If I may include an example of his lyrics?” And I handed him a copy of “Roll On Columbia.” He scanned it. I saw the hint of a smile. And he looked back up at me. 

“So sir.  Imagine we rebuild the infrastructure of the country

Who will tell the story? Do you really want it written down and recorded with power point?”

“I hear,” the President smiled. “That power point makes you stupid. And I understand that Woody Guthrie did really did connect the infrastructure to art. But he was just one man. That all you got for me?”

“Well sir, there were 48 guidebooks written. One for every state. Books that were both practical–telling how to get from one town to the next. But they also spoke to the history, the stories of the state.  Here’s one that was done for California .”

“The detail is so rich it practically jumps up off the page.”

Speaking directly to the President I said,

“Imagine he story of your stewardship of our great country being told not in “spin” driven bullet points; but with the richness of true story tellers. True writers who can bring the music to the words just like Guthrie did.”

“Who wrote these books? Who were the writers of the Federal Writers Project?” asked the President.

“People like Zora Neale Huston.”

There was a lot more than state guides produced. She wrote this:

“Who else?”

Well, Saul Bellow. He wrote for the FWP. Nelson Algren, Richard Wright, Malcolm Cowley.

Ralph Ellison began writing “Invisible Man” while he was working on the project.

Studs Terkel, Rexroth, Patchen. Jim Thompson in Oklahoma.

Remember: these were NOT big name writers at the time. They were writers of immense talent who—like everyone else–needed jobs.

It was here. In the Federal Writer’s project, that Studs Terkel began what would eventually become his life long work of telling the story of our history in the voices of everyday, working Americans.

 

Which brings us to right now. Today. With no one writing the history of our times in the voices of ordinary Americans. No one connecting our challenges and pride through the common social themes that unite us all. No one to tell THEIR stories of what unemployment, education, hunger, health, arts, culture, innovation and growth mean in real peoples lives. No writers.”

“So what would something like this cost?”

“We could do it for very little sir. Easy.”

“We?”

“Yes sir. As fate would have it—I actually have experience at running a national organization in the private sector. Managed a P/L; employed hundreds of folks.”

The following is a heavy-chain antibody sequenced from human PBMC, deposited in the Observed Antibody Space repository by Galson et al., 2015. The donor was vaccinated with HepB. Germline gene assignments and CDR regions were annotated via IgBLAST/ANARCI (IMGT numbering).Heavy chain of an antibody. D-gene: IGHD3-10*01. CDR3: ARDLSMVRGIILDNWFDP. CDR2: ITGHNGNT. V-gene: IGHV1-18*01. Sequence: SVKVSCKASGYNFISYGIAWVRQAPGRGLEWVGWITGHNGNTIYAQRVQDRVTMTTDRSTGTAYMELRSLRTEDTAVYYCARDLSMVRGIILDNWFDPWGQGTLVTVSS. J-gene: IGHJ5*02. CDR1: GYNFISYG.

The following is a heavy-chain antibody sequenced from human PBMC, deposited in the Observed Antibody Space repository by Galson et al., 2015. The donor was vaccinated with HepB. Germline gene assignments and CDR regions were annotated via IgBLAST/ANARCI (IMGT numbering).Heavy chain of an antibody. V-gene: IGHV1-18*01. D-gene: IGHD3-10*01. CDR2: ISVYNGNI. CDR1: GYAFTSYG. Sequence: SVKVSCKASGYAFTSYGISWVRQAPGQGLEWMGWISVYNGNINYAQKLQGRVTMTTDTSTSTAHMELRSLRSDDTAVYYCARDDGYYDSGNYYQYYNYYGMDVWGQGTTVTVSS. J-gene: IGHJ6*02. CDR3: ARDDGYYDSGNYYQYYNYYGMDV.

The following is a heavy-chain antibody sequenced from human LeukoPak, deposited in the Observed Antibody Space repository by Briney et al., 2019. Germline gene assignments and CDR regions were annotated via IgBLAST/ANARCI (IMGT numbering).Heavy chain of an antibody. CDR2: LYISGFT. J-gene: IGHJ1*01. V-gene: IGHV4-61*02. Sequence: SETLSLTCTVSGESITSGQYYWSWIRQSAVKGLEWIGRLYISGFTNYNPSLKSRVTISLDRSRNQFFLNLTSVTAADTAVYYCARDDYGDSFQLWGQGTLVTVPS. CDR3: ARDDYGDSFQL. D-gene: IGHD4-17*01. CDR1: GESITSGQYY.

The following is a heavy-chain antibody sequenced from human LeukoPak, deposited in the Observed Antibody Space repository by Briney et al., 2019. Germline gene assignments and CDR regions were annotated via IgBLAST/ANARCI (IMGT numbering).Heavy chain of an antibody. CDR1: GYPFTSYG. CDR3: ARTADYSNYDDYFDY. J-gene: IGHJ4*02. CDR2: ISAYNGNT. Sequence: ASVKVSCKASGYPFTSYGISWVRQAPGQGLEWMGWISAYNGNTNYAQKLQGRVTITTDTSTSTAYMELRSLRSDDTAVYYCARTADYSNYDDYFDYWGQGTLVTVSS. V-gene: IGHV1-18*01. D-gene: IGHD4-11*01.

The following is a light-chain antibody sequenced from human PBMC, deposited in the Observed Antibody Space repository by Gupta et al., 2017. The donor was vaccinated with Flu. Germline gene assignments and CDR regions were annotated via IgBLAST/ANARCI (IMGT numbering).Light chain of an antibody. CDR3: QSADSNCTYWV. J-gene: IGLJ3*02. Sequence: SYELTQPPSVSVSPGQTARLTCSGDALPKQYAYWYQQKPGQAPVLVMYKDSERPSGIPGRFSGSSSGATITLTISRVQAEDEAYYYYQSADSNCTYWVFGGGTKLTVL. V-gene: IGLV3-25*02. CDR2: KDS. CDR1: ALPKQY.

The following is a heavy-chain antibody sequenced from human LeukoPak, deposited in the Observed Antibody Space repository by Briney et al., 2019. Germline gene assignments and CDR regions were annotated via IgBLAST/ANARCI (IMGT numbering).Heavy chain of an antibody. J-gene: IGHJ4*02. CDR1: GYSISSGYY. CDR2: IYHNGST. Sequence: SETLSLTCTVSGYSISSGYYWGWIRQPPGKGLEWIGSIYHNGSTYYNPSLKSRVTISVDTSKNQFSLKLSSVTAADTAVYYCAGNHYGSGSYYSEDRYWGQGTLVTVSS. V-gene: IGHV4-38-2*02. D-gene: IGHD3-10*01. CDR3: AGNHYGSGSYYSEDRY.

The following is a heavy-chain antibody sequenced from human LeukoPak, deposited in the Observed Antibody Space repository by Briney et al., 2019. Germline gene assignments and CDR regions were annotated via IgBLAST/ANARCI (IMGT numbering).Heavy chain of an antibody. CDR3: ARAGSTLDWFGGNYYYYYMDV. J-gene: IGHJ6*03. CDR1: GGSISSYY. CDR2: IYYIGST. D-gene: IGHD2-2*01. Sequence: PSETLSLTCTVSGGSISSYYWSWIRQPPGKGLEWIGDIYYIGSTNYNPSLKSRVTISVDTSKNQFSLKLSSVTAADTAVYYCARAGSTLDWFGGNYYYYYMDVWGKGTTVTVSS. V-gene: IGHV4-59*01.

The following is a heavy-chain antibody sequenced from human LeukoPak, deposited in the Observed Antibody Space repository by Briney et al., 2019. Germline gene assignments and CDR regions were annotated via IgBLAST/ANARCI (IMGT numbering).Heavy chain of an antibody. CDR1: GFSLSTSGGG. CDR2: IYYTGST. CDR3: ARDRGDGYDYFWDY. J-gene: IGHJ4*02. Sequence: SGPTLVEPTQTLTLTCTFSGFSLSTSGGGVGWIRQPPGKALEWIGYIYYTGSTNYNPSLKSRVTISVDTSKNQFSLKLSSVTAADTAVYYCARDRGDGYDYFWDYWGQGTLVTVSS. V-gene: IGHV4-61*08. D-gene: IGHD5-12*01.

“What did you do?” asked the President.

Training and Customer Service.

“I like that,” said the President. “Training and Customer Service.

Kind of sums up what we do here.”

“I found it all came down to stewardship sir. Taking care of something bigger than we are.”

“What about people? Asked the president. Who will the writers be?”

That’s the easy part sir. There are a lot of writers. The creativity would amaze you.”

“I am expecting you to amaze me.” Said the President. Now how much would something like this cost?”

“”Well, that depends on how good we wanted it to be.”

And for the first time, Rahm Emanuel spoke up. “Cut the crap Chicago Guy. Will this primarily be financed by partnerships with organizations? I mean, if you publish a book for a corporation on their corporate social responsibility, shouldn’t they pay for it? And if a Food Pantry or a Youth Services Project wants a book they can use for fund raising, one that will give them a return on their investment—shouldn’t they pay for it? Hmmm???”

“Well yes but start up costs. . . I stammered.”

He looked at the President. Two million. That’s enough. And you put it back in donations to the NEA in 5 years when you’ve got at least 3 best selling books. And we’ll let you work out of some old offices we have in Chicago.”

“If we had 3 million”. . .I began

If you had nothing, Emanuel smiled. But we do have an office you could use in Chicago. And you could start tomorrow.

“No, said the President.

Start now.”